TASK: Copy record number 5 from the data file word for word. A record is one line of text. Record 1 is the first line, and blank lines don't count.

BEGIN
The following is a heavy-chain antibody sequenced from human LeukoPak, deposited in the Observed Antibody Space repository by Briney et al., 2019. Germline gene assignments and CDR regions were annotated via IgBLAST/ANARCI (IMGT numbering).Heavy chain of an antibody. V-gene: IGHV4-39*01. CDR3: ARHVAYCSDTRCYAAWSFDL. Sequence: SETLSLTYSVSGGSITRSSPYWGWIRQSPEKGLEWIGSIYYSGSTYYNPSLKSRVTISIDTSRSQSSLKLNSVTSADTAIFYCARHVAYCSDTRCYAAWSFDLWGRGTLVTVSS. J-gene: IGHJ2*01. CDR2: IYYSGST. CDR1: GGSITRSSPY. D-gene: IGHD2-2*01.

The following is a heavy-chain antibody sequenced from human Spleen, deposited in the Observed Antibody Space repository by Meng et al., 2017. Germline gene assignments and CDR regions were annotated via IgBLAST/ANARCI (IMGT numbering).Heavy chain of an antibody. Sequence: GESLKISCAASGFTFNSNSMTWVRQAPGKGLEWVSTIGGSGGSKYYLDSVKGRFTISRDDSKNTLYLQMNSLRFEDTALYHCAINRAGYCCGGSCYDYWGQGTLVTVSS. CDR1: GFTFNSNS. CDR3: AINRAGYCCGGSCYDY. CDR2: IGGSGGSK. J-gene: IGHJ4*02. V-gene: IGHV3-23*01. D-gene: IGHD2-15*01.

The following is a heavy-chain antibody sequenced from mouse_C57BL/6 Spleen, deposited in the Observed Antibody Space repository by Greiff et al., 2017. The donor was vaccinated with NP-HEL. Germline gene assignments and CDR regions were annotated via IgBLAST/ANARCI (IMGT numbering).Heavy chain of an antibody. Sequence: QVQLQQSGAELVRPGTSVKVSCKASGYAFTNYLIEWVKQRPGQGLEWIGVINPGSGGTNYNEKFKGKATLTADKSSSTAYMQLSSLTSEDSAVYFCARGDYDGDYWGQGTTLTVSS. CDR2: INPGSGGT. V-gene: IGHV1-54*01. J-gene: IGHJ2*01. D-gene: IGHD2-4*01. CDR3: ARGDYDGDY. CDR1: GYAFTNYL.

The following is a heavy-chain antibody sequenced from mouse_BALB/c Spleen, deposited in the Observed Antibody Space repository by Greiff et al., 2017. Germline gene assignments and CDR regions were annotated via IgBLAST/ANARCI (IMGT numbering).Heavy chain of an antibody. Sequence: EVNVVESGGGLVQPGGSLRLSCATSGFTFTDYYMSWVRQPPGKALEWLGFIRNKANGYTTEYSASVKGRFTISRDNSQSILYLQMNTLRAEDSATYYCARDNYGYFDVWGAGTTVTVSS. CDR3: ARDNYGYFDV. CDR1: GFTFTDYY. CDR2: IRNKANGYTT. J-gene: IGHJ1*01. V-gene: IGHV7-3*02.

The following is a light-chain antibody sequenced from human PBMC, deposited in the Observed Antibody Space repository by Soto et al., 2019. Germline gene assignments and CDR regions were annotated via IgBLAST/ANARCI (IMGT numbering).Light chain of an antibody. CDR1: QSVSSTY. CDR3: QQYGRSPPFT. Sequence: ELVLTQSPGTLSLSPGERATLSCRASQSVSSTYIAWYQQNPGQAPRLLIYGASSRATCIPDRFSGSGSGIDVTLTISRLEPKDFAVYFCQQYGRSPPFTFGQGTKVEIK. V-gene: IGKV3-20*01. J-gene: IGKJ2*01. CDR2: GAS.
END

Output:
The following is a light-chain antibody sequenced from human PBMC, deposited in the Observed Antibody Space repository by Soto et al., 2019. Germline gene assignments and CDR regions were annotated via IgBLAST/ANARCI (IMGT numbering).Light chain of an antibody. CDR1: QSVSSTY. CDR3: QQYGRSPPFT. Sequence: ELVLTQSPGTLSLSPGERATLSCRASQSVSSTYIAWYQQNPGQAPRLLIYGASSRATCIPDRFSGSGSGIDVTLTISRLEPKDFAVYFCQQYGRSPPFTFGQGTKVEIK. V-gene: IGKV3-20*01. J-gene: IGKJ2*01. CDR2: GAS.